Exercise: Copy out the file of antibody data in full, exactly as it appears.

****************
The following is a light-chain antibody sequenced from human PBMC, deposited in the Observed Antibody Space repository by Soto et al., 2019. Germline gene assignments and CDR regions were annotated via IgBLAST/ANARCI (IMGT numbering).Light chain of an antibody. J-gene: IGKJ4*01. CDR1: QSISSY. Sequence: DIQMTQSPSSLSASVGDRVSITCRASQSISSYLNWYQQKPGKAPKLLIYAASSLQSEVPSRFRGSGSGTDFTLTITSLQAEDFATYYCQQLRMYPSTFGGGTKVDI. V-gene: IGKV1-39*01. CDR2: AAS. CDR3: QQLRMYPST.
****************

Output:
The following is a light-chain antibody sequenced from human PBMC, deposited in the Observed Antibody Space repository by Soto et al., 2019. Germline gene assignments and CDR regions were annotated via IgBLAST/ANARCI (IMGT numbering).Light chain of an antibody. J-gene: IGKJ4*01. CDR1: QSISSY. Sequence: DIQMTQSPSSLSASVGDRVSITCRASQSISSYLNWYQQKPGKAPKLLIYAASSLQSEVPSRFRGSGSGTDFTLTITSLQAEDFATYYCQQLRMYPSTFGGGTKVDI. V-gene: IGKV1-39*01. CDR2: AAS. CDR3: QQLRMYPST.